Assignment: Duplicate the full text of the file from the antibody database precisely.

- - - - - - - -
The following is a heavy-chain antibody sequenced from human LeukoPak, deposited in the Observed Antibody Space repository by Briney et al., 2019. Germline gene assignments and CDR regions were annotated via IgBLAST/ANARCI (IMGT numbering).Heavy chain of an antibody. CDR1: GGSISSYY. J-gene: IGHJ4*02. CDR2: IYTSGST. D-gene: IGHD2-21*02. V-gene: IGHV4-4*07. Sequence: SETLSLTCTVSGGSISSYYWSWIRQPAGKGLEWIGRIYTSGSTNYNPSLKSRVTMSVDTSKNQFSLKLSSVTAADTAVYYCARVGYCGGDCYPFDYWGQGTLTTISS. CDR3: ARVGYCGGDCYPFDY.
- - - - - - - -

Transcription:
The following is a heavy-chain antibody sequenced from human LeukoPak, deposited in the Observed Antibody Space repository by Briney et al., 2019. Germline gene assignments and CDR regions were annotated via IgBLAST/ANARCI (IMGT numbering).Heavy chain of an antibody. CDR1: GGSISSYY. J-gene: IGHJ4*02. CDR2: IYTSGST. D-gene: IGHD2-21*02. V-gene: IGHV4-4*07. Sequence: SETLSLTCTVSGGSISSYYWSWIRQPAGKGLEWIGRIYTSGSTNYNPSLKSRVTMSVDTSKNQFSLKLSSVTAADTAVYYCARVGYCGGDCYPFDYWGQGTLTTISS. CDR3: ARVGYCGGDCYPFDY.